Drugs – GHB – Gammahydroxybutyrate
( Liquid ecstasy, BDO, GBH, Blue Nitro, Midnight Blue, RenewTrient, Reviarent, SomatoPro, Serenity, Enliven)
In the last few years, GHB (gammahydroxybutyrate) has become popular on the rave scene, with users enjoying an alcohol-like high with potent positive sexual effects.
GHB is a fairly low toxicity substance with medical and recreational uses. It affects the release of dopamine in the brain, causing effects ranging from relaxation to sleep at low doses.
The drug is usually sold in small 30ml plastic containers (approx £15) and consumed in capfuls. A small capful can make you feel uninhibited, exhilarated, relaxed and feeling good with the effects lasting as long as day, although it is difficult to give a clear ‘safe’ dose, as the concentration of the liquid will vary.
Bigger doses can lead to disorientation, nausea, a numbing of the muscles or muscle spasms and vomiting.
(Also see: GBL, gamma butyrolactone (geeb)
The drug can take anything from 10 minutes to an hour to take effect, so wait until the first hit kicks in before taking any more. Its strength varies wildly, so always take a small amount first. Because of its disabling effects, you are exposed to the threat of sexual assault, so be very, very wary of who you’re with.
Increasingly, there have been reports of the drug being used as a ‘date rape’ drug (like Rohypnol), with victims being slipped the drug via alcohol, or in coffee, tea or hot chocolate (it is almost tasteless).
A Home Office report in June 2000 questioned 123 victims of such drug assisted assaults, and found that 70% of the rapists were known to the victim and 12% were given the drug in their home, 10% on a university campus. One in five victims could not remember the assault while around 70% felt physically unable to resist (source: Guardian 22.06.00).
Unknown at present, although there have been reports of people suffering convulsions and collapsing and a recent fatality in the UK (Oct 97). urban75 has received several reports of users being hospitalised with stomach and breathing problems, although there is almost always other drugs involved.
The drug, which is derived from an American anaesthetic, lowers blood pressure and in some cases people find breathing difficult. Overdosing can lead to a loss of consciousness and coma. It is not recommended that asthmatics or those with any form of respiratory or low blood pressure disorders take this drug.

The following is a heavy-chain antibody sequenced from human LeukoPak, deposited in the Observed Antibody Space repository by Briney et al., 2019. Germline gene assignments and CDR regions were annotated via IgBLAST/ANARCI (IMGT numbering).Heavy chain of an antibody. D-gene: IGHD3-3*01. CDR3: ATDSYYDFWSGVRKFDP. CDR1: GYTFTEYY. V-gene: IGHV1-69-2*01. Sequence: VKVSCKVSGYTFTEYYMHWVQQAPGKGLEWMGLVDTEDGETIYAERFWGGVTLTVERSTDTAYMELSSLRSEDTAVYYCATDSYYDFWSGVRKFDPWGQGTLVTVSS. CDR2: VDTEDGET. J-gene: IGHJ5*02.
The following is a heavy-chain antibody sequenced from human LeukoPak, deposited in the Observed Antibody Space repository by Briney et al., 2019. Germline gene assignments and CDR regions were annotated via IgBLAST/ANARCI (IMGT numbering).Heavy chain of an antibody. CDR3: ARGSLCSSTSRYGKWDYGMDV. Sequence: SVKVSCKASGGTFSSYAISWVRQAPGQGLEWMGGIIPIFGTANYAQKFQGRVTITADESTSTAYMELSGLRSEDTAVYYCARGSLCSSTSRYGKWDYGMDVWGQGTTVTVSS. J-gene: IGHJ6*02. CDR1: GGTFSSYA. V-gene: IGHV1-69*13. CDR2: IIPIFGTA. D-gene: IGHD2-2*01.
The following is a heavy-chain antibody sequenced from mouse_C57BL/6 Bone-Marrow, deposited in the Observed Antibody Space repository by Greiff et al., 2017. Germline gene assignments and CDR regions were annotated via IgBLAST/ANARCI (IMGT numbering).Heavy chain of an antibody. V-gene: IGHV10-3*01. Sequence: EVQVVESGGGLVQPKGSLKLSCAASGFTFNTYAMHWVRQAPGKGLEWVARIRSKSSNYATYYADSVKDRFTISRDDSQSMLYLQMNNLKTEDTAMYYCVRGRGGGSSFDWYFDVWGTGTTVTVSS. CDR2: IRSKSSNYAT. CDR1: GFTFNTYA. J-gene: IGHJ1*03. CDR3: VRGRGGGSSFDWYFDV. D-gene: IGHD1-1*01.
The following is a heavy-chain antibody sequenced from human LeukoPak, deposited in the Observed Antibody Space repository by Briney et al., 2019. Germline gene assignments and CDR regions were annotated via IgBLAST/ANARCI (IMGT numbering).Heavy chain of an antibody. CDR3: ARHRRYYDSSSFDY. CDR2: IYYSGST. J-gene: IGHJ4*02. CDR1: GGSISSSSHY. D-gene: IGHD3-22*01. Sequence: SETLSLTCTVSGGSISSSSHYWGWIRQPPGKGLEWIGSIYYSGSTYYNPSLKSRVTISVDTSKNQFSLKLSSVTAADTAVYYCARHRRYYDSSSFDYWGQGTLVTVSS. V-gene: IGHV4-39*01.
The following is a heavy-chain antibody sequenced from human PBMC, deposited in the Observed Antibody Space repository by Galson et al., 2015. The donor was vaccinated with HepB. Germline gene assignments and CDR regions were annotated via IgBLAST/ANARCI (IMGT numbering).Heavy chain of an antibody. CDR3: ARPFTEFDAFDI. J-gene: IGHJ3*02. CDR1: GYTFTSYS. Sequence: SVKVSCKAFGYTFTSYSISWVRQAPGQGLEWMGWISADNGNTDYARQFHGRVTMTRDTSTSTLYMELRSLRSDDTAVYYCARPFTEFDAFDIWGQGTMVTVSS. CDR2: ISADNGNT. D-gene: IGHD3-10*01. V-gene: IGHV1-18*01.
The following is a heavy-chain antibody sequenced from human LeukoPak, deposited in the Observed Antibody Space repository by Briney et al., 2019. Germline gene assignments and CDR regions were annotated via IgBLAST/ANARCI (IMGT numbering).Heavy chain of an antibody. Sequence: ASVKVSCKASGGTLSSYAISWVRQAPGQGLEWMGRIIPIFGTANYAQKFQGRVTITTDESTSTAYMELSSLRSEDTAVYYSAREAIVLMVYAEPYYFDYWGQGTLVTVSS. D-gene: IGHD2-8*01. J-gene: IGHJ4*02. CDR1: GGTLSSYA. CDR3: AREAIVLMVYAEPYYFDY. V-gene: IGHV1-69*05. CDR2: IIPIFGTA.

GETTING INSIDE CLUBLAND
“Clubland’s therapist” David Parker – aka the Swarmite – recently set up Homovision Rehab (www.homovision.tv/category/rehab-withthe-swarmite) to reach out to the thousands of gay men on “Comedown Tuesday”.
As of 30th June 2003, GHB, or gammahydroxybutrate is categorised as a Class C drug in the UK, with dealers facing up to five years in jail and possession punishable by up to two years.
This site is all about harm reduction. We realise that some people will take drugs no matter what advice they are given. This guide is to be for information purposes only. It is not medical advice. If you are being coerced into taking drugs, or are in any doubt about taking a substance, our advice is to always refuse.
This powerful documentary-style video alerts viewers to the very grave dangers of GHB (gamma hydroxybutyrate), a popular club drug with nicknames such as “Georgia Home Boy,” or “Grievous Bodily Harm.” GHB is an addictive sedative that is popular among teens who mistakenly assume that it is a safe drug, since it was once sold in stores as a food supplement. In fact, GHB was banned from legal sale in 1990, and in recent years has caused more overdoses and deaths than Ecstasy. Viewers learn that GHB, which is created in illegal and “dirty” labs, is a powerful depressant that is often used as a date rape drug. Odorless, tasteless and colorless, it can be slipped into drinks without detection. Video includes a jolting interview with Judi Clark, mother of 15 year-old Samantha Reid who died as a result of an overdose after drinking a soda laced with GHB. Viewers will hear important facts on how to avoid unintentionally consuming GHB and other club drugs. They will also gain a new insight into the damage that this life-threatening drug causes to the body, as well as learn the symptoms of GHB overdose and the importance of swift medical attention. Teacher’s Resource Book includes a variety of student worksheets designed to continue your students’ exploration of this dangerous drug.